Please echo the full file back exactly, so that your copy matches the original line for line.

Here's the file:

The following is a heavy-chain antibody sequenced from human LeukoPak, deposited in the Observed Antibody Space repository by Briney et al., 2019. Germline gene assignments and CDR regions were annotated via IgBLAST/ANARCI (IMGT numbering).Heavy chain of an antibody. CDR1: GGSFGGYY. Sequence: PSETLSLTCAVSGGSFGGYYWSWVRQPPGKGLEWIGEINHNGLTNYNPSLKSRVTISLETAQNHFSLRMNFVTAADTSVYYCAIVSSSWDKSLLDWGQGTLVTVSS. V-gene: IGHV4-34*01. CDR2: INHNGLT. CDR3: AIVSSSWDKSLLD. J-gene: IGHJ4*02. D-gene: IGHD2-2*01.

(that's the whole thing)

The following is a heavy-chain antibody sequenced from human LeukoPak, deposited in the Observed Antibody Space repository by Briney et al., 2019. Germline gene assignments and CDR regions were annotated via IgBLAST/ANARCI (IMGT numbering).Heavy chain of an antibody. CDR1: GGSFGGYY. Sequence: PSETLSLTCAVSGGSFGGYYWSWVRQPPGKGLEWIGEINHNGLTNYNPSLKSRVTISLETAQNHFSLRMNFVTAADTSVYYCAIVSSSWDKSLLDWGQGTLVTVSS. V-gene: IGHV4-34*01. CDR2: INHNGLT. CDR3: AIVSSSWDKSLLD. J-gene: IGHJ4*02. D-gene: IGHD2-2*01.